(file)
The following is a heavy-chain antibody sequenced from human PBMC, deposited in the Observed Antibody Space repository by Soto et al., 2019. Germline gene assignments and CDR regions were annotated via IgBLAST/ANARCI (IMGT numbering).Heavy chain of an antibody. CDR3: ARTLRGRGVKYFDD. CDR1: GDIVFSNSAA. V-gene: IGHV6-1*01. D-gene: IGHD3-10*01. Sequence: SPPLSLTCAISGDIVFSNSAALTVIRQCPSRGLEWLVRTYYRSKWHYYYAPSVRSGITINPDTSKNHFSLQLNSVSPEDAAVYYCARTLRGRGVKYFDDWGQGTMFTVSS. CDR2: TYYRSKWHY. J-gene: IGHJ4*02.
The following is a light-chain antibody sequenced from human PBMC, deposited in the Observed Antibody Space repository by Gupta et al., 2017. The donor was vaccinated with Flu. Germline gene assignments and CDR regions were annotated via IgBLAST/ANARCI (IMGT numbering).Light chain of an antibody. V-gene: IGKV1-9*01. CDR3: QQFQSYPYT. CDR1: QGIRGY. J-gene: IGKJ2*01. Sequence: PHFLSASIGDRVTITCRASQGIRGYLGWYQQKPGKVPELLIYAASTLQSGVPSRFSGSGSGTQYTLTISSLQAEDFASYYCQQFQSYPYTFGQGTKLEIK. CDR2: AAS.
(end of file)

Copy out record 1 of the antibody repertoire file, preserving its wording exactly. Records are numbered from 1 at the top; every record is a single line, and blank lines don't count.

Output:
The following is a heavy-chain antibody sequenced from human PBMC, deposited in the Observed Antibody Space repository by Soto et al., 2019. Germline gene assignments and CDR regions were annotated via IgBLAST/ANARCI (IMGT numbering).Heavy chain of an antibody. CDR3: ARTLRGRGVKYFDD. CDR1: GDIVFSNSAA. V-gene: IGHV6-1*01. D-gene: IGHD3-10*01. Sequence: SPPLSLTCAISGDIVFSNSAALTVIRQCPSRGLEWLVRTYYRSKWHYYYAPSVRSGITINPDTSKNHFSLQLNSVSPEDAAVYYCARTLRGRGVKYFDDWGQGTMFTVSS. CDR2: TYYRSKWHY. J-gene: IGHJ4*02.